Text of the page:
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The graphics chip war always has a moving front. Advanced Micro Devices has the upper hand now over Nvidia, but it may not be able to exploit that advantage to the fullest.
AMD fired a great volley in September as it launched its Radeon HD 5000 series of graphics chips (PC with 5000 series pictured right), well ahead of Nvidia, which suffered considerable delays in launching its new generation. But it turns out that AMD didn’t have the greatest help from its supplier, Taiwan Semiconductor Manufacturing Co., which has had trouble making 40-nanometer chips for the past year.
A 40-nm chip has circuits that are 40-nanometers apart, and it can be made more inexpensively than the same design in an older 65-nanometer manufacturing process. A 40-nm chip also consumes less power and can accommodate more transistors in the same size chip than an older generation chip. Both Intel and IBM have been able to do next-generation manufacturing.
Rick Bergman, senior vice president and general manager of AMD’s products group, said at today’s analyst meetings that yields (by TSMC) on 40-nanometer parts have been lower than expected. (Yield is the number of good chips on a chip wafer of silicon compared to the total number of chips on the wafer. A 90-percent yield means that 90 out of 100 chips on a wafer are usable. A wafer is sliced into individual chips.) He said supplies of 40-nm chips have been getting better week by week. But it was frustrating that AMD couldn’t supply enough Radeon HD 5000 series graphics chips to its customers to satisfy demand during the current quarter, Bergman said.
Part of the problem is that demand for consumer notebook computers is far above what was anticipated earlier this year, when TSMC’s manufacturing capacity plans were put in place. But the yield problem has exacerbated a shortage of graphics chips this season. The high demand for PCs was also a tide that lifted all boats, helping Nvidia report strong earnings even though it didn’t have the fastest graphics chips on the market.
Nvidia showed off a 40-nm prototype of its code-named Fermi graphics chip in October. But it hasn’t said when it will ship that chip. Analysts don’t expect it to show up until sometime in the first quarter. That’s far behind AMD. But the consequence of being far behind isn’t as bad, given the combination of AMD’s 40-nm shortage and the recovering PC market.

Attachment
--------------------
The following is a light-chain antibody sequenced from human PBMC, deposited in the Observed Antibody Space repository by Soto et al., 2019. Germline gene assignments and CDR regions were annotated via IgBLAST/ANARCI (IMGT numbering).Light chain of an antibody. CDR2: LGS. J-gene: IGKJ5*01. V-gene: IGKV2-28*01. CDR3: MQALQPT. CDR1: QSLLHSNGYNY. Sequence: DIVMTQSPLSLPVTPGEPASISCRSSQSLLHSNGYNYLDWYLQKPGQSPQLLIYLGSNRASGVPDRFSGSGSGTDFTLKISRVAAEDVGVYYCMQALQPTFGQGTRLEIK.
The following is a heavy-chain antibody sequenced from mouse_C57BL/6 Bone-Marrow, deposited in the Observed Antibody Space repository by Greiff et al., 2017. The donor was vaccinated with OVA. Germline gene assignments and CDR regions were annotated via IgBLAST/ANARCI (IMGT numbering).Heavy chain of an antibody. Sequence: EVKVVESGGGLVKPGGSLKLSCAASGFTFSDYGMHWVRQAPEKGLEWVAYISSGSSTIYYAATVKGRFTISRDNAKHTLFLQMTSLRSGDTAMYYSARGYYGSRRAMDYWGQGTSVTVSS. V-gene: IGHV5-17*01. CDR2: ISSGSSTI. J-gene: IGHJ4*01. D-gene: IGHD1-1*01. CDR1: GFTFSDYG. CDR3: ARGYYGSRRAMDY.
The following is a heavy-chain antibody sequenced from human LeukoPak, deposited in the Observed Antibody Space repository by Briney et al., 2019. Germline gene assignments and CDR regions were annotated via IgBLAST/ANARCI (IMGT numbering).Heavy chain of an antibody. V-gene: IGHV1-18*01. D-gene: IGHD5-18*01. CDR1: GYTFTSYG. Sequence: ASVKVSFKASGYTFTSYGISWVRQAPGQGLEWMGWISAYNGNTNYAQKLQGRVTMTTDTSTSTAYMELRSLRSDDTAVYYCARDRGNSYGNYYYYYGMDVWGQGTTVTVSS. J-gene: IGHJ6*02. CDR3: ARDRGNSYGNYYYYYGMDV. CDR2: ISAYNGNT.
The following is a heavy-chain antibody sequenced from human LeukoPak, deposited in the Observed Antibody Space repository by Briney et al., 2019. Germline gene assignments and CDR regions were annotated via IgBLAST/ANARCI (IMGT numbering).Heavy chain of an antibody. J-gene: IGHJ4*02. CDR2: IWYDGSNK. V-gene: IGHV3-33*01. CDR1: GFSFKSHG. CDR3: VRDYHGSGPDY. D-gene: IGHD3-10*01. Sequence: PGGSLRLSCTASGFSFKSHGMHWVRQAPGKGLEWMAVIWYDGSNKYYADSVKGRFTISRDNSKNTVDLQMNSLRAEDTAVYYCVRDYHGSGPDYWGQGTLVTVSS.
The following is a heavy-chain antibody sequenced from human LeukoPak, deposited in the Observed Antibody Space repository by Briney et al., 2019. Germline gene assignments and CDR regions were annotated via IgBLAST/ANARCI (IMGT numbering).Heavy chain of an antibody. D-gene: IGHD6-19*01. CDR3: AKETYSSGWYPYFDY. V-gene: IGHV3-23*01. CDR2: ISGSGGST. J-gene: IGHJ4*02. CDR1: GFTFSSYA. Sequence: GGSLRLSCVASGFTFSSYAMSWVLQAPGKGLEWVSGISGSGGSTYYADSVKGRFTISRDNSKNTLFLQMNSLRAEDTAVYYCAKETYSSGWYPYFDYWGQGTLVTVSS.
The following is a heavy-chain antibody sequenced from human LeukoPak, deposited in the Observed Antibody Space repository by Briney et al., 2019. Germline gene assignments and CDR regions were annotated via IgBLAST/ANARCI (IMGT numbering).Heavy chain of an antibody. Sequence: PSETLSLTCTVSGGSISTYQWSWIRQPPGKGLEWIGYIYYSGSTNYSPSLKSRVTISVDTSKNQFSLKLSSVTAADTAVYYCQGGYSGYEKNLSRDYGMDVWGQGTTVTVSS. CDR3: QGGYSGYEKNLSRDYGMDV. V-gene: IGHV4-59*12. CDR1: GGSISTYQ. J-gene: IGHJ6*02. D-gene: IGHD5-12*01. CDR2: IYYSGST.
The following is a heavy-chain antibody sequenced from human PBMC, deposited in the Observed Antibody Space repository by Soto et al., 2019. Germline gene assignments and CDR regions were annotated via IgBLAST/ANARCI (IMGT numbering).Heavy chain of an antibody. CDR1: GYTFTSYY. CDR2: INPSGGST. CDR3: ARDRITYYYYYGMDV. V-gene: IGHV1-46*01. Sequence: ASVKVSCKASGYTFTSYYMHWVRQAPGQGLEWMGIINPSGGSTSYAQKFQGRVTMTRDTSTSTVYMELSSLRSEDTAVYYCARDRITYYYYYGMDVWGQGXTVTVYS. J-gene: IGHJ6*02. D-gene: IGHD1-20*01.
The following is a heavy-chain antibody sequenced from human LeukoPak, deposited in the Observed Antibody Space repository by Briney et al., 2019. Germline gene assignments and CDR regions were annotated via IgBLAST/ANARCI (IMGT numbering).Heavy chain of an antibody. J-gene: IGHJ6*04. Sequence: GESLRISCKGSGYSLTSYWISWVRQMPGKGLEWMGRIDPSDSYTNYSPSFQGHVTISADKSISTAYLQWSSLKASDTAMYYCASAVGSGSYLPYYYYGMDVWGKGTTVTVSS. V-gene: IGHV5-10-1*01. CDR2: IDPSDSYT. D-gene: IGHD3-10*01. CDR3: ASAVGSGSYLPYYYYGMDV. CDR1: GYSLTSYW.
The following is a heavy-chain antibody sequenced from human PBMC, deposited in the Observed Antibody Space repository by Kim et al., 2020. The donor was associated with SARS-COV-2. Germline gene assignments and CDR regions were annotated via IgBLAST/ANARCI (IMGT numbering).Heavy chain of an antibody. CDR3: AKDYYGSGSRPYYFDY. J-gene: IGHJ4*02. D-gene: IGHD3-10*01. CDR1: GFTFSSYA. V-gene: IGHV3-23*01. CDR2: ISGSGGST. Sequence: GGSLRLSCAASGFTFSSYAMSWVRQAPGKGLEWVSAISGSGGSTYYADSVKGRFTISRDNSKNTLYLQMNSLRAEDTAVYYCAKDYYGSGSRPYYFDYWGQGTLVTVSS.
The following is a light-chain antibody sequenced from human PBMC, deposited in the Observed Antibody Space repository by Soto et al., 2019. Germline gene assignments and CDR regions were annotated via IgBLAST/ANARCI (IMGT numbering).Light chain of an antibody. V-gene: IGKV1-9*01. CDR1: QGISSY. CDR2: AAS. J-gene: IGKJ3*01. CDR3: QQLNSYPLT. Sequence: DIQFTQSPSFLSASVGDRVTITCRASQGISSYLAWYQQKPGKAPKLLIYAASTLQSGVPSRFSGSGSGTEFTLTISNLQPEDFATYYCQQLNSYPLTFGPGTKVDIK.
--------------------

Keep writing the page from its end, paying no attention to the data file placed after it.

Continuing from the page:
Bergman said AMD will keep the pressure on Nvidia, launching new versions of its 40-nm graphics chip that it will use to cover the whole market spectrum, from low end PC to high-end PC. At some point, if Nvidia’s Fermi isn’t ready, that will start to be painful for Nvidia.
Fermi likely isn’t ready because Nvidia loaded it up with features that allow it to do non-graphics (GPU Compute) functions such as scientific computing. Hence, Nvidia’s new graphics chip is bigger than AMD’s new one. And in chip making, bigger is worse. Bigger chips take more material, fewer of them fit on a wafer, and the yields on them are harder to achieve. Thus, Nvidia’s Fermi chips will be more expensive and harder to make than AMD’s new chips. Nvidia uses TSMC as well to fabricate its chips, so Nvidia has to hope that TSMC becomes a lot more competent at making 40-nm chips in the coming months.
As you can see, Nvidia is making a huge bet. It is making its own graphics chips less cost effective than AMD’s because it believes that new non-graphics applications will emerge to utilize the so-called GPU Compute functions. Nvidia has to hope that the GPU Compute functions are not a boat anchor that sinks its graphics business. Jen-Hsun Huang, chief executive of Nvidia, has repeatedly said that GPU Compute is going to cause a revolution, shifting a lot of the processing load from the microprocessor to graphics chips and making lots of new applications possible that couldn’t be done before.
AMD has made an equally big bet. In 2006, it bought graphics chip maker ATI Technologies for $5.4 billion. It has been working on hybrid chips, with the product family name Fusion, that combine graphics and microprocessors on a single chip. AMD plans to launch those chips in 2011. That’s AMD’s answer to Nvidia’s GPU Compute, and it’s also AMD’s gamble that it can leapfrog the standalone microprocessors from Intel and the standalone graphics chips from Nvidia.
Bergman said that AMD will continue to make stand-alone graphics chips for years to come. But the Fusion chips are expected to be targeted at mid-range and low-end notebook computers as well as netbooks, which are smaller than laptops and are targeted at web surfing. Those chips are going to be bigger than Nvidia’s stand-alone graphics chips and so will likely be difficult to produce. So the current competitive situation could be flip-flopped, where Nvidia will wind up with smaller chips than AMD. AMD is waiting until its manufacturing partners can create 32-nm chips before it introduces any hybrid chips.
In the meantime, next year Intel is launching its Larrabee graphics chip, which is itself a kind of hybrid of microprocessor and graphics technology, but very much unlike what AMD is planning. Intel’s chip really has lots of microprocessor cores on a chip that are capable of doing graphics calculations. Intel’s own code-named Sandybridge platform will likely go head to head with AMD’s Fusion chips.
If Fusion is wildly successful and introduces the era of “heterogenous” computing (hybrid GPU-CPU) as AMD hopes, then Nvidia and Intel will feel the heat. But that’s probably as audacious a gamble as Nvidia is making. Nobody is going to completely eliminate the competition, given that customers don’t want to lock themselves into sole suppliers. Chances are, Intel, AMD and Nvidia will be slugging it out for years to come.
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